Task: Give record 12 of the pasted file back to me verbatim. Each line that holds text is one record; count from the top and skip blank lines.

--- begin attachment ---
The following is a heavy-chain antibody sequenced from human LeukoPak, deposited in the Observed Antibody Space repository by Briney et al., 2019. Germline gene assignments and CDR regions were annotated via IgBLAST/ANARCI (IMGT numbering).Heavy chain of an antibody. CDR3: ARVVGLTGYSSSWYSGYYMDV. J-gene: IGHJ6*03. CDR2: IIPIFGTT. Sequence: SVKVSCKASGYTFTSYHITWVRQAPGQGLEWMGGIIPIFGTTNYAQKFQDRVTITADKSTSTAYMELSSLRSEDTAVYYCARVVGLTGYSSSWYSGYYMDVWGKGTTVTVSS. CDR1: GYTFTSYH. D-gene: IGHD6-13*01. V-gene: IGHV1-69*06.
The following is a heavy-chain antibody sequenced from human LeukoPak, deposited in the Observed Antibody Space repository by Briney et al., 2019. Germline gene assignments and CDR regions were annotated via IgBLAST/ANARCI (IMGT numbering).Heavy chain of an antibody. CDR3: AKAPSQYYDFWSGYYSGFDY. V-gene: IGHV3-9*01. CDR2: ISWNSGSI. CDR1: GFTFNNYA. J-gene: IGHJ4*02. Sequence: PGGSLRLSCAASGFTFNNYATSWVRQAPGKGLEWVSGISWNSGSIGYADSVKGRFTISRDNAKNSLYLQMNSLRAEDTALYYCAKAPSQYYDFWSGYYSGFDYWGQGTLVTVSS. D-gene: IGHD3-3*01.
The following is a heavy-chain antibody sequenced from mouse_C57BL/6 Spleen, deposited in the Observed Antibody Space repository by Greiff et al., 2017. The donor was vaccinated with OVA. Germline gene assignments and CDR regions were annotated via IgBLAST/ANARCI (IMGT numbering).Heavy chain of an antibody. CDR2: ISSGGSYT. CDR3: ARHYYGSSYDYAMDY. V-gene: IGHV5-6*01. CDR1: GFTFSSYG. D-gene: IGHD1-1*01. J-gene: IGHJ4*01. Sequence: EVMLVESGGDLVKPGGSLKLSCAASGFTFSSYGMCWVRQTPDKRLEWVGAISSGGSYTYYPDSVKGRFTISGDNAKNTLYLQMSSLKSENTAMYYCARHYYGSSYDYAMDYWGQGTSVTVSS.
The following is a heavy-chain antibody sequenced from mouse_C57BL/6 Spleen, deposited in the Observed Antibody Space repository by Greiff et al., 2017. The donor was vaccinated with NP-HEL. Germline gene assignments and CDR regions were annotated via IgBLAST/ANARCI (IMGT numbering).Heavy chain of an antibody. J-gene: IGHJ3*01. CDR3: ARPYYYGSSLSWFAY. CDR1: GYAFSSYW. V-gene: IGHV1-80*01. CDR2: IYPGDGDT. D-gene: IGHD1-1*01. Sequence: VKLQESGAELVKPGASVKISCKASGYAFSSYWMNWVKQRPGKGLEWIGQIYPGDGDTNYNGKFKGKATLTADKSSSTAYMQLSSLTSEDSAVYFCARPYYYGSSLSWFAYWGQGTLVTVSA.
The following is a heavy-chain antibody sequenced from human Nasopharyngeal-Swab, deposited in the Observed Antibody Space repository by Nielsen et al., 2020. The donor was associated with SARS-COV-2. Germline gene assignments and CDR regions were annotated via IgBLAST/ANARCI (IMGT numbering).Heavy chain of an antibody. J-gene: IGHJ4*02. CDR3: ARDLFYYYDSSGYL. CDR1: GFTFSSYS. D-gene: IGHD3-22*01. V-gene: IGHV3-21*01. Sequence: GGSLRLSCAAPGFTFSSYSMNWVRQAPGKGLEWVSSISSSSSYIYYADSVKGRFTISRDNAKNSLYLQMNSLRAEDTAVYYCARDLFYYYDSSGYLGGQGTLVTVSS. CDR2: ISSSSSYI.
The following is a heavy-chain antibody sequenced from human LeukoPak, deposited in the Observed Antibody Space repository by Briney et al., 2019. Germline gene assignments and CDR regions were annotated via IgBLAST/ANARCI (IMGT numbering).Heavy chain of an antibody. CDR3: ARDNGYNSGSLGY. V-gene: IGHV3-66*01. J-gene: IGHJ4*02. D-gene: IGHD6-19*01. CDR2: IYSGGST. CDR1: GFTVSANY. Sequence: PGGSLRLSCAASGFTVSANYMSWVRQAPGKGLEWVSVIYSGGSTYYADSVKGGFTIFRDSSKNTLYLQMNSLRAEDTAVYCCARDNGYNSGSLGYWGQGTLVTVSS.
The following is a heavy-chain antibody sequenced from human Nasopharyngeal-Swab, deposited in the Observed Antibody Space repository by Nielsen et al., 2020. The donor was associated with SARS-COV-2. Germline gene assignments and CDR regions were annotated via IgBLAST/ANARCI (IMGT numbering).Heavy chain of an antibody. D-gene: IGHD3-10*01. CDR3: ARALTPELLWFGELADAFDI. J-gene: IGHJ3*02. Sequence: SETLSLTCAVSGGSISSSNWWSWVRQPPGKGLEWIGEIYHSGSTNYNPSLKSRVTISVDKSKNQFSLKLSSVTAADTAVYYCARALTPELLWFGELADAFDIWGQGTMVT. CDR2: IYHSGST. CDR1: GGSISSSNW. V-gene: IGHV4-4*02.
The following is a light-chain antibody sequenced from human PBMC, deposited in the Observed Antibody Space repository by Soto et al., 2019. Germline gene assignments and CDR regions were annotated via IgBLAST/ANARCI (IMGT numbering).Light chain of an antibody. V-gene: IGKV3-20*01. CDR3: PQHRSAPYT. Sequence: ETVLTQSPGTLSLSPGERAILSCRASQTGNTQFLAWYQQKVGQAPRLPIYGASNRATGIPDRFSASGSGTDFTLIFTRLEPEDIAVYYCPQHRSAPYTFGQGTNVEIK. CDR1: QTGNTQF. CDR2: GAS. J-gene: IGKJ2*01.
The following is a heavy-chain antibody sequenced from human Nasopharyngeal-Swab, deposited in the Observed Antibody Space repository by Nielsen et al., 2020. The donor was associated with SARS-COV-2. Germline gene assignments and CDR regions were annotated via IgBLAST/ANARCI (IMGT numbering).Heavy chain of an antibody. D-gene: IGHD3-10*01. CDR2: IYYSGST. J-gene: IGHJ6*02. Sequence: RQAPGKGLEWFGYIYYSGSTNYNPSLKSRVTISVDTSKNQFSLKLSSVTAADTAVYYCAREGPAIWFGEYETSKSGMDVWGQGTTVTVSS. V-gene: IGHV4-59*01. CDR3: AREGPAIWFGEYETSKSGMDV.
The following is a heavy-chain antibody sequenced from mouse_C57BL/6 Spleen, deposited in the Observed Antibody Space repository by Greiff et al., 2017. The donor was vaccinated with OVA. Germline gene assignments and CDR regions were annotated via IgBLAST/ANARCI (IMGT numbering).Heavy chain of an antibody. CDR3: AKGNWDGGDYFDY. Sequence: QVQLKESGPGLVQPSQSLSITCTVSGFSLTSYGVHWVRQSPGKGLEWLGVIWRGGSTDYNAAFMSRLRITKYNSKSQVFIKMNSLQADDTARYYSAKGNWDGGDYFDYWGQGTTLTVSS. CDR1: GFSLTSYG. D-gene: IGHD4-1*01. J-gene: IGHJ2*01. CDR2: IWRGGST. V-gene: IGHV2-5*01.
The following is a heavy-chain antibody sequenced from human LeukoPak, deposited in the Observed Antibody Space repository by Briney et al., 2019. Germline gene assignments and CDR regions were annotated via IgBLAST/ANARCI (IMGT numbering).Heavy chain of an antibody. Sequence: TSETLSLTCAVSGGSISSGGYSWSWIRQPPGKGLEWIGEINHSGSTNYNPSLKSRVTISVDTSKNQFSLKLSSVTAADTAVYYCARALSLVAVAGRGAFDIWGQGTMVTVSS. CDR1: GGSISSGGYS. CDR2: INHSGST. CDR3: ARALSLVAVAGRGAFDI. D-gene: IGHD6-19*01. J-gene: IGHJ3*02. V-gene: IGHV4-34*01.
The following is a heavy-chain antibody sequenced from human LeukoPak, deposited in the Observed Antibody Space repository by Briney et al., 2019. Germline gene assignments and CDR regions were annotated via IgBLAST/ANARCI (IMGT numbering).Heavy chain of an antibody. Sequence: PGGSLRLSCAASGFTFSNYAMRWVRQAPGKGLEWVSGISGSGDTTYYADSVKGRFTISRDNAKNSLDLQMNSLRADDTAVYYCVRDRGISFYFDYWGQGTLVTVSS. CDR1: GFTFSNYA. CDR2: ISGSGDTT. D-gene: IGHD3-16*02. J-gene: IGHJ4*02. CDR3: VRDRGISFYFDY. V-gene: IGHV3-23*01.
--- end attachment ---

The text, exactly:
The following is a heavy-chain antibody sequenced from human LeukoPak, deposited in the Observed Antibody Space repository by Briney et al., 2019. Germline gene assignments and CDR regions were annotated via IgBLAST/ANARCI (IMGT numbering).Heavy chain of an antibody. Sequence: PGGSLRLSCAASGFTFSNYAMRWVRQAPGKGLEWVSGISGSGDTTYYADSVKGRFTISRDNAKNSLDLQMNSLRADDTAVYYCVRDRGISFYFDYWGQGTLVTVSS. CDR1: GFTFSNYA. CDR2: ISGSGDTT. D-gene: IGHD3-16*02. J-gene: IGHJ4*02. CDR3: VRDRGISFYFDY. V-gene: IGHV3-23*01.